$ nmap --script-help http-headers scanme.nmap.org
Starting Nmap 7.01 ( https://nmap.org ) at 2017-11-15 10:37 IST http-headers Categories: discovery safe https://nmap.org/nsedoc/scripts/http-headers.html Performs a HEAD request for the root folder ("/") of a web server and displays the HTTP headers returned.
Loading NSE Scripts To Perform Nmap Scans
You can select or load scripts to perform a scan in different methods explained below.
Using Script Name
Once you know what a script does, you can perform a scan using it. You can use one script or enter a comma-separated list of script names. The command below will enable you to view the HTTP headers configured on the webserver at the target host.
$ nmap --script http-headers scanme.nmap.org
Starting Nmap 7.01 ( https://nmap.org ) at 2017-11-15 10:39 IST Nmap scan report for scanme.nmap.org (188.8.131.52) Host is up (0.27s latency). Not shown: 996 closed ports PORT STATE SERVICE 22/tcp open ssh 80/tcp open http | http-headers: | Date: Wed, 15 Nov 2017 05:10:04 GMT | Server: Apache/2.4.7 (Ubuntu) | Accept-Ranges: bytes | Vary: Accept-Encoding | Connection: close | Content-Type: text/html | |_ (Request type: HEAD) 179/tcp filtered bgp 31337/tcp open Elite Nmap done: 1 IP address (1 host up) scanned in 20.96 seconds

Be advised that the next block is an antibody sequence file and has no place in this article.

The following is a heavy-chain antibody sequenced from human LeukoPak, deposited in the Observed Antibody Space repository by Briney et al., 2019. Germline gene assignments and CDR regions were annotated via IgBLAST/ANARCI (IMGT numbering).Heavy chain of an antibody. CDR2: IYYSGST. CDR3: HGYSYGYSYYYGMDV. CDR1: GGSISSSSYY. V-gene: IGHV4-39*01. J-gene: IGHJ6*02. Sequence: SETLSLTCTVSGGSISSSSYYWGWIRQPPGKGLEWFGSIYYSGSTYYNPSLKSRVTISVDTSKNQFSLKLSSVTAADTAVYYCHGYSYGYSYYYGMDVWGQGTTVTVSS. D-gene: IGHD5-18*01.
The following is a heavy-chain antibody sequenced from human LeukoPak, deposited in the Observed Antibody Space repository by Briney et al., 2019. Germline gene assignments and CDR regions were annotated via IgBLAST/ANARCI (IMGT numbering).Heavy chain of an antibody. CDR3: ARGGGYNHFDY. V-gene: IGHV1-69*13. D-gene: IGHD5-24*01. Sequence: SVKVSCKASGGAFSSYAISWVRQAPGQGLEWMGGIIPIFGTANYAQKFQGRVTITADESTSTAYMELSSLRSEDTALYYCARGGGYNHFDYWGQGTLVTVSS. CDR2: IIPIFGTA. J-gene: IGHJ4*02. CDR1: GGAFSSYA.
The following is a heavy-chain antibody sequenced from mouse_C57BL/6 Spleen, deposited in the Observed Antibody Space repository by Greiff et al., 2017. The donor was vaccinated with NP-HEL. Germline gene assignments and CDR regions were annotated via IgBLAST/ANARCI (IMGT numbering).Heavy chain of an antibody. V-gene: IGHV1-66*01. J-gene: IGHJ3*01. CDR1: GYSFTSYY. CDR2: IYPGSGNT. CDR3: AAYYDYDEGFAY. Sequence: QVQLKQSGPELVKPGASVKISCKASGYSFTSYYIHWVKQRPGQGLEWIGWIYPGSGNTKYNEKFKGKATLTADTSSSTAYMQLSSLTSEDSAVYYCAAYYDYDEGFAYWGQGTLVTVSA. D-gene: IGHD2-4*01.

You can also load scripts from one category or from a comma-separated list of categories. In this example, we are using all scripts in the default and broadcast category to carry out a scan on the host 192.168.56.1.
$ nmap --script default,broadcast 192.168.56.1
Using * Wildcard
This is useful when you want to select scripts with a given name pattern. For example to load all scripts with names starting with ssh, run the command below on the terminal:
$ nmap --script "ssh-*" 192.168.56.1
Using Boolean Expressions
You can also select scripts using boolean expressions which you can build using the and, or, and not operators. And names in a Boolean expression may be a category, a filename from script.db, or all.
The following command will load scripts from the default or broadcast categories.